“Sculpture Garden” at Onderdonk House

Sarah Bednarek; A Piano Has the Same Mass, Plywood, paint

By Robert Egert
May 4 – June 3, 2012

Co-curators Leslie Heller and Deborah Brown have organized this year’s sculpture exhibit on the grounds of the historic Onderdonk House in Ridgewood/Bushwick. Sculpture Garden features 15 pieces by 13 Brooklyn-based artists, that are situated throughout the grounds and in the farmhouse.

Kai Vierstra, "Helft Boog, 2012" (Steel, wood bronze and plaster, 108” x 20” x 46”)

The Vanderende-Onderdonk house is an early eighteenth-century farmhouse located on the border between Ridgewood Queens and Bushwick Brooklyn. It could be something of a mascot for the emerging Ridgewood art scene: It’s a small jewel of green wedged between factories, heavy industry, and a warehouse-sized meat market. The house and its bucolic grounds are in a neighborhood that is otherwise completely devoid of trees and just a short walk from a festering canal. Arriving, the site appears like a mirage out of the mire.

This is the second year that the Onderdonk House has hosted a sculpture exhibit and this year’s is larger and more ambitious than the last. Heller and Brown began the selection process last summer and produced the exhibit without external funding making the show a testament not only to the diversity of talent in the Bushwick community but also to its energy and optimism.

From the main entrance, turn to your right to find MaryKate Mahers’ Mappings for Landscapes, reminiscent of a hangman’s scaffold with a large, menacing boulder precariously perched atop. Mahler’s piece evokes our darker historical associations with eighteenth century American history. The position immediately in front of the house’s main entrance suggests a threat and a reminder of the prevalence of domestic violence in our historical roots.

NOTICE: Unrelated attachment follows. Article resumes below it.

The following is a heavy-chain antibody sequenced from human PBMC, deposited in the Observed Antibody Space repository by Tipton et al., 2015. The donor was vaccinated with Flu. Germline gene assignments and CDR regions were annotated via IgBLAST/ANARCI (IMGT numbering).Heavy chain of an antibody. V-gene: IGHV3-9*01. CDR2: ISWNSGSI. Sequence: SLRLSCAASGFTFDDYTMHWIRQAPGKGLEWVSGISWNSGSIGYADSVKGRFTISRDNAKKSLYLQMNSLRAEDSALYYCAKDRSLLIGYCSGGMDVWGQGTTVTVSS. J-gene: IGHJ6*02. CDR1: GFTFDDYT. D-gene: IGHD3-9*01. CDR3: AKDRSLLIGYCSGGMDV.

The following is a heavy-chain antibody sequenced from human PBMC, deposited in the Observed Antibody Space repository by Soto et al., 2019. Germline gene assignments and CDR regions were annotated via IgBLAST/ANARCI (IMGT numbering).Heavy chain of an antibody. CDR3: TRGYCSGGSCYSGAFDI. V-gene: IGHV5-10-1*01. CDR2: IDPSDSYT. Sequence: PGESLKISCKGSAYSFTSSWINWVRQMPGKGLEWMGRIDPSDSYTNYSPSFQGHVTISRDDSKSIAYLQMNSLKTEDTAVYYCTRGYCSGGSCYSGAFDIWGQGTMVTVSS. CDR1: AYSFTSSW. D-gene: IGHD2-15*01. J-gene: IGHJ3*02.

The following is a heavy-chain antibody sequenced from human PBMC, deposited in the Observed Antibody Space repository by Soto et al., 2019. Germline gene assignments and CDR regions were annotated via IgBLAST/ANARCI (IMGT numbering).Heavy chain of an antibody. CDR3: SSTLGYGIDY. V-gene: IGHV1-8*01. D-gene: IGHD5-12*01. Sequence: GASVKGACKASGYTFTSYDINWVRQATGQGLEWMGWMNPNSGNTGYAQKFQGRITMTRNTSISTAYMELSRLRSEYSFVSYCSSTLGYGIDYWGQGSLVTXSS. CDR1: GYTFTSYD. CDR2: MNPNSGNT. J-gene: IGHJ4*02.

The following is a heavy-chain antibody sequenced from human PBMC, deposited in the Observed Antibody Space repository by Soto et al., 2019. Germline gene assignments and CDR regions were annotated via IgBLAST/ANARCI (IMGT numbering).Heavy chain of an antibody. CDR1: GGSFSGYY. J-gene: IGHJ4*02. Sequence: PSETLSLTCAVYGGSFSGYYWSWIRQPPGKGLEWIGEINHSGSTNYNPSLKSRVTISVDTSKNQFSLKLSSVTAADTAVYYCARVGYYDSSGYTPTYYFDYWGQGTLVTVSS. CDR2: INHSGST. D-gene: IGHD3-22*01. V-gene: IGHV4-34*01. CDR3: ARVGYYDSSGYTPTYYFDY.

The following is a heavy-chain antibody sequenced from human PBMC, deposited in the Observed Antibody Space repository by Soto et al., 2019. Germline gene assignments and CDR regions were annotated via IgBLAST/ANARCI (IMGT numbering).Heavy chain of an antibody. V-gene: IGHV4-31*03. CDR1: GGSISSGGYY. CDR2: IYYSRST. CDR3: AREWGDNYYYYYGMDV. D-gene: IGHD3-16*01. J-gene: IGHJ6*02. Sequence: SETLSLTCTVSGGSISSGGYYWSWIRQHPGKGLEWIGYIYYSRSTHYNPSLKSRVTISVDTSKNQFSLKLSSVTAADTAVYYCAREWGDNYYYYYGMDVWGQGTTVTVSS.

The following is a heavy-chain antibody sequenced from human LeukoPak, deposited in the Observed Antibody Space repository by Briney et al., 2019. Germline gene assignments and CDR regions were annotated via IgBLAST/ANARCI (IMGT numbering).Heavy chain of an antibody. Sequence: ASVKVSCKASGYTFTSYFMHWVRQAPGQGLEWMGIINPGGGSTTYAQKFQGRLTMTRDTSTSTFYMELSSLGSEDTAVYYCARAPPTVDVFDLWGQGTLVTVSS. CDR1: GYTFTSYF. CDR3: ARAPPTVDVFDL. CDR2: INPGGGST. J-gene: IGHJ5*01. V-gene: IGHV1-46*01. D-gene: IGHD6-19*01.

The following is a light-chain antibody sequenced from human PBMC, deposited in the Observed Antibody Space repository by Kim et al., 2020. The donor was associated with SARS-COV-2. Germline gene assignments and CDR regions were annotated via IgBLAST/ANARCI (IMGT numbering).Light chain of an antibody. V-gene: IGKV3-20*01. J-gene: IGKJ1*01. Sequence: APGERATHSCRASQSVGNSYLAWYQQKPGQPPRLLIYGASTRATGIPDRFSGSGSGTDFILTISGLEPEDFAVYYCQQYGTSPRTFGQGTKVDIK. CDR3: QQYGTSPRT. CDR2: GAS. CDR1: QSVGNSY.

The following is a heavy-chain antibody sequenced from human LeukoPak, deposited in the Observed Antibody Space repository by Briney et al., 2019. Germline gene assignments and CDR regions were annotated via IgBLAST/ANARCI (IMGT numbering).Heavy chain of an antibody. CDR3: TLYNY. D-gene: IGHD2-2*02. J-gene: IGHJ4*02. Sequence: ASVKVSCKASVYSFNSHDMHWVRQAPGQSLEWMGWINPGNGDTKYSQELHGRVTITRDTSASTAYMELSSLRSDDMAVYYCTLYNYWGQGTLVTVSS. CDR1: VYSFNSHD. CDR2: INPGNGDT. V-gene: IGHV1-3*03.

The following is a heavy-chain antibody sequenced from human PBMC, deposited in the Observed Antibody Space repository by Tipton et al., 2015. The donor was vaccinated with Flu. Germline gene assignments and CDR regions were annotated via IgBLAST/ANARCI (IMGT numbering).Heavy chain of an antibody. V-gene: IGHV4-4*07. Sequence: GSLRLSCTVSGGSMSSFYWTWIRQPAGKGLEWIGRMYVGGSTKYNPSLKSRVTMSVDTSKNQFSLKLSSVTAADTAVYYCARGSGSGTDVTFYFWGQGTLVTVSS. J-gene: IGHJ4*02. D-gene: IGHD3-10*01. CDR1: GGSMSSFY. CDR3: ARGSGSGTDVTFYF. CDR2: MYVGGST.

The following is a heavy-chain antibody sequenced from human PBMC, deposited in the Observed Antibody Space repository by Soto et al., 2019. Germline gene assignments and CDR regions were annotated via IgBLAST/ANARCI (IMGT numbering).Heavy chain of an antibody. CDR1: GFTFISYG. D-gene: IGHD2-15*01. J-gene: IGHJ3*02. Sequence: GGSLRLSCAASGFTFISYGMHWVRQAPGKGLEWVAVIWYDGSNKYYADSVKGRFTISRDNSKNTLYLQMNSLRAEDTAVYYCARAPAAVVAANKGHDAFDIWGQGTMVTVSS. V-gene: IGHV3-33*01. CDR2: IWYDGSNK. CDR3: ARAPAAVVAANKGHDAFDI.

Reade Bryan’s assembly of copper plumbing pipes and fittings is perhaps a lighthearted attempt to connect the industrial infrastructure that dominates the neighborhood with the garden setting: Pipes emerge from the ground, forming a confused network that end with outlets and valves, as if revealing a mechanistic subterranean world.

Don’t miss Sarah Bednarek’s cut plywood piece, A Piano has the Same Mass, constructed in the language of a snap-together puzzle, or Kai Vierstra’s haunting Helft Boog, a piece that possesses qualities of a stream, a tree, and a sliding pond.

MaryKate Maher, "Mappings for Landscapes, 2012" (Concrete, wood, bronze and resin, 8’ x 4’ x 2’)

The Onderdonk House is open on Saturdays from 1-5pm and will be open during the following hours of BOS weekend:

Friday June 1: 3-7pm
Saturday June 2: 12-7pm
Sunday June 3: 12-5pm, closing reception 3-5 pm


  1. Brent Owens says

    The first sculpture pictured in this article is Sarah Bednarek’s “A Piano Has the Same Mass.” It’s made of plywood, not “cut metal.” Where’s that list of works again? I know I saw one around somewhere.